Saturday, July 21, 2012

Moringa train train train-ing

     After a normal dose of confusion at the garage, we managed to arrange a car for the five of us to make the long swing north around The Gambia for Spencers moringa training. After an 8 hour car ride and 2 additional hours in a cramped "bush taxi," we made it to our destination village by dusk.

I can guarantee that this isolated but quite established village of 4000 has never housed this many Toubobs. We were greeted by Spencers family and a generous bean dinner. Swarms of kids bounced between us repeating the same questions, each time as excited as the last. We are 10 names they will not soon forget.

     Monday morning was anything but prompt. After a bread and cafe breakfast, Admins arrival, and repositioning under a comforting cashew tree, we kicked the meeting off with prayers. Because the bulk of the presentation was in a different local language, Wolof, I twiddled my thumbs hoping that my counterpart was paying attention and my mere attendance was enough. There was threat of rain but we didn't get a mist stronger than the cool off and rest stations at theme parks. 
     The first day was not exactly as I expected, a repeated reminder that I should drop any preconceptions of Peace Corps related events. We discussed contracts that would enable villagers to sell Moringa leaves to designated buyers at a set price. My counterpart interests in the training lied with hopes to better extend the importance of Moringa within our village, which was thankfully touched on during the second day. 

     During the training, another small, toddler sized obstacle was running free between everyone, repeating the one word he knows, and apparently only testing the tolerance of volunteers, foreigners. I later learned that "yaay!" (rhymes with lie) means mom and with that it slid down 2 steps on my annoyance ladder.

Friday, July 13, 2012

Gambia Cashew Training

visiting one of the farmer's orchards
   Only 6 days prior to the departure for a 4-day training in our neighboring/internal country, the Gambia, was the invitation extended to the nearby agroforestry (agfo) volunteers. This is quite typical of the system, but it makes me wonder how long events sit on the PC plate before someone realizes that the rest of the country may need to be notified. The 11 of us with sparked interests and blurred expectations met in Kolda city to get passports (oh man!), visas, travel logistics, and all the other ducks in a row. I had a hiccup of a problem with my passport in safekeeping 225km away and a disagreeable printer at hand, but once the effort threshold was reached, I got a scanned copy (that would probably work). It was news to our older volunteer that he was going at all, but his name bolded on the Title line of our Visa persuaded him to throw a backpack together. Foreshadowing?

This is Peace Corps, so a degree of chaos and a margin of wiggle room is expected for the smallest tasks.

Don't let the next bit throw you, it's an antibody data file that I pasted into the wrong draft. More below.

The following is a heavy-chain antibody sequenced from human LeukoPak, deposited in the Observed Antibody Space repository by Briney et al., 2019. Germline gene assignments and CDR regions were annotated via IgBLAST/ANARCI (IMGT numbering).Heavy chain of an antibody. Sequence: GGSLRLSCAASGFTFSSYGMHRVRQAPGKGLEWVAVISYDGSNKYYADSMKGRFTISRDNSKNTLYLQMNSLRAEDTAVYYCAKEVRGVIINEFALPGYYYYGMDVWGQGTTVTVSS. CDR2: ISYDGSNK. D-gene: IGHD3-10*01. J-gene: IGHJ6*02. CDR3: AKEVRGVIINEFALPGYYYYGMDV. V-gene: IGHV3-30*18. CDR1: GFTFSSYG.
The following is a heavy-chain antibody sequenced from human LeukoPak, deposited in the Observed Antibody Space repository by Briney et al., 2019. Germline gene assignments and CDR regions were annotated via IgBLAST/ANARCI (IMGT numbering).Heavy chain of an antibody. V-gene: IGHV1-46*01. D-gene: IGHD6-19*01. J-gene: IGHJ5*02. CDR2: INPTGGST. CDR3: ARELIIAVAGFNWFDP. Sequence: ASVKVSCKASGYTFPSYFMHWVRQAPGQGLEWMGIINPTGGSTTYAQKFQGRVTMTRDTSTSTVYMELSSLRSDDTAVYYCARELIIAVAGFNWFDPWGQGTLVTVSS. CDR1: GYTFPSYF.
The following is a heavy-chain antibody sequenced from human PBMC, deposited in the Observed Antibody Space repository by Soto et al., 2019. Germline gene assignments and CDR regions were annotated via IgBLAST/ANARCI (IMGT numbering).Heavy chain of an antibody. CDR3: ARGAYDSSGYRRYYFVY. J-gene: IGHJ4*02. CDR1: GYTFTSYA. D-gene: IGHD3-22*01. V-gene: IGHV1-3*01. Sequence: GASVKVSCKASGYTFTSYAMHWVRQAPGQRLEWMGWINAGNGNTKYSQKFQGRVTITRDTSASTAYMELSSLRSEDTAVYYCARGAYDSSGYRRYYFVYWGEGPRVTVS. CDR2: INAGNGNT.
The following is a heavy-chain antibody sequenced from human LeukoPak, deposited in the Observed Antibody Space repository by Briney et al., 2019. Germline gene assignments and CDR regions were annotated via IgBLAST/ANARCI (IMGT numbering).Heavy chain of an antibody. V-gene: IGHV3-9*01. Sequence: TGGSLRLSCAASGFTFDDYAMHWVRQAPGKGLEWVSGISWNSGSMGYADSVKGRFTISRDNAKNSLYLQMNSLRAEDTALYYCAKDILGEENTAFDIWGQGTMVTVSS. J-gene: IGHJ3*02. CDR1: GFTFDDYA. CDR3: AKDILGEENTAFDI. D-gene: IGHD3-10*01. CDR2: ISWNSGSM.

Our luck was exchanged with the second group the next day when our car arrived 30 minutes early, we found chicken sandwiches for lunch, money exchange was painless, and we arrived at our 'lodge' in the afternoon. This must sound silly, but these are the things that can and often do cause frustration that I have learned to appreciate. On the other end, the second group met us by dinner (8pm) after being hassled at the border, overpaying fees, and waiting at the ferry. The lodge was not the all inclusive resort (with AC, wifi, and a pool) that we cooked up in our heads, but the food served made up for our misconceptions. 

The training:     Peace Corps Gambia and now Senegal are collaborating with the NGO International Relief and Development  whose "mission is to reduce the suffering of the world’s most vulnerable groups and provide the tools and resources needed to increase their self-sufficiency."

Notice the 2 attaya/shot style glasses and the tea kettle
hanging from the cashew tree that we gathered
under for our meeting with the farmers.

During our training, we were able to learn about IRD's project objectives to improve food security through ag trainings with cashew farmers. IRD offers a well-organized manual in various languages to provide farmers with the resources and knowledge to successfully conduct meetings, improve marketing arrangements, and sensitize community members to the economical and nutritional value of cashew. 
IRD invited 25 PC volunteers along with local partners to attend trainings during June 2012. Although I didnt exactly know what to expect, I was pleased with the organization of the training, user-friendly materials, and clear objectives of the program. I have high hopes for this partnership and can say that we're all excited to extend the skills to our own farmers and villages. 
Although Jake looks like an aggressive tree hugger,he was actually pruning some of the branches with a saw.

weighing the cashew seed

The farmer cuts a deal with people that are
willing to 
scrounge around beneath the tree
canopy to collect 
the fallen cashew nuts for
a few days and on the last 
day they get to
keep their findings.
The delicious cashew apple is a very soft,
juicy fruit encased in a thin skin... so messy but worth it

Thursday, July 12, 2012

"Unofficial Peace Corps Anthem"

Dear... home, 
I just wanted to share some of the things that keeps us occupied and even amused when we spend precious time with other volunteers or come across an internet connection strong enough to support anything beyond basic functions.
Without further a due, I would like to share this video that is nearly too accurate. Be happy that you can laugh or just think that its incredibly strange... We do a lot more than just Poop in a hole .
"Homa Diao"